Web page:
ORLANDO, Fla. - Orange County Sheriff John Mina said Monday that there will now be a school resource officer in each of the county's schools.
Mina made the announcement days before the one-year anniversary of the Valentine's Day massacre Marjory Stoneman Douglas High School.
The Orange County Sheriff's Office said it was 75 deputies short when the Marjory Stoneman Douglas High School Public Safety Act was passed.
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The bill requires each public school to be guarded by at least one school resource officer, school safety officer or school guardian.
"We wanted to fill all these positions as quickly as possible," Mina said. "It just so happens that this week we were able to do this."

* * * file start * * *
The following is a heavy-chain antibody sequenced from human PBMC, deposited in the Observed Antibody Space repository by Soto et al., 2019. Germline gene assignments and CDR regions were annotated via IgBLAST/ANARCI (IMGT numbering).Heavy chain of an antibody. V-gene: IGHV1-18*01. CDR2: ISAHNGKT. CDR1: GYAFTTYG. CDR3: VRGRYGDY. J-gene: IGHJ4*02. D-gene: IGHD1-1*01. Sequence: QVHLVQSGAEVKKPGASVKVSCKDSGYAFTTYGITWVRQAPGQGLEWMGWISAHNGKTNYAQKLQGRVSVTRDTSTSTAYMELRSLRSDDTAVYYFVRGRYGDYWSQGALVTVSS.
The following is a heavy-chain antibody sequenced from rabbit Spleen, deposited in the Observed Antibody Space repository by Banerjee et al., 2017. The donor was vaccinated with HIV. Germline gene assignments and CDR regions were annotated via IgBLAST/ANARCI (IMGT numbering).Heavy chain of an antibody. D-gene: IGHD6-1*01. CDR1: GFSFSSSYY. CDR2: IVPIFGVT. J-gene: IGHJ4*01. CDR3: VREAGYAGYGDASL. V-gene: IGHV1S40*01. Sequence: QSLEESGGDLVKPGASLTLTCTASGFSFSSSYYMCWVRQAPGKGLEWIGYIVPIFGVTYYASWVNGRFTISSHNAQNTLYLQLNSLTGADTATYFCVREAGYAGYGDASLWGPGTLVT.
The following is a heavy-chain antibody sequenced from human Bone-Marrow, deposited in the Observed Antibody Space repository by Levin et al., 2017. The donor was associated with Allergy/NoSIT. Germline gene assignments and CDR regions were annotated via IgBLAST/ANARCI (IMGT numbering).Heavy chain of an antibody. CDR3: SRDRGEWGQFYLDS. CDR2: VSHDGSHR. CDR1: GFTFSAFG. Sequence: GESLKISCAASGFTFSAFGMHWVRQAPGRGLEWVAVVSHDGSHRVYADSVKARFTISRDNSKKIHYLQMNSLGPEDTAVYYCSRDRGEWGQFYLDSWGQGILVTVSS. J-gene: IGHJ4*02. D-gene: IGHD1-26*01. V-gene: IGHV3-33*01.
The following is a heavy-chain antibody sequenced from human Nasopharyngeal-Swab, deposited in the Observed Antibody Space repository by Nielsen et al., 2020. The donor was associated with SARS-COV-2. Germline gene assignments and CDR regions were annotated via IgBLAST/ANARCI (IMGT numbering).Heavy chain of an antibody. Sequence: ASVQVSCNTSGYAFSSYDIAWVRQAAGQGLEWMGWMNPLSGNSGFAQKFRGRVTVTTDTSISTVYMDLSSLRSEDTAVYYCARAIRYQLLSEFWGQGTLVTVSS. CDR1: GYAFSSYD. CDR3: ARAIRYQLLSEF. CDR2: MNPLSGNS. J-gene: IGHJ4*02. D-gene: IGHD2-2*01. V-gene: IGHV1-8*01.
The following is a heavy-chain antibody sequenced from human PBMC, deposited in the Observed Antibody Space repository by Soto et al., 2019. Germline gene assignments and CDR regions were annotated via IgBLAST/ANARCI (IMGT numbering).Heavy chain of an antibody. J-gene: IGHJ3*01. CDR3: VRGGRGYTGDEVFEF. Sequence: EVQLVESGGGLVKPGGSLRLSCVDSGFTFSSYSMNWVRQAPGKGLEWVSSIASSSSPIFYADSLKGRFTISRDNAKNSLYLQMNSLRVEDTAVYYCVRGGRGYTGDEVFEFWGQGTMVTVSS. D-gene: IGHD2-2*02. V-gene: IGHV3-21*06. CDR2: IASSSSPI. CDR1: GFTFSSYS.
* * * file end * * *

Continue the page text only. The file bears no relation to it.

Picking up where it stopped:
There is now a dedicated school resource officer for all 116 schools the Sheriff's Office is charged with protecting, he said.
Just days before the Parkland shooting anniversary, @SheriffMina confirms there will now be a school resource officer in every school. When the law passed last year, the OCSO was short 75+ deputies. pic.twitter.com/UUy1DppnN0— Deanna Allbrittin (@deannaTVnews) February 12, 2019
Channel 9 reported in November that it was unclear if the Sheriff's Office would meet the goal so soon.
At the time, the agency said it had hired only three external candidates, who were not expected to be fully trained by April, and about 30 openings remained.
"The men and women in recruiting here have done a great job," Mina said. "Because of other things and shifting around that we've done, we've been able to fill every single position."
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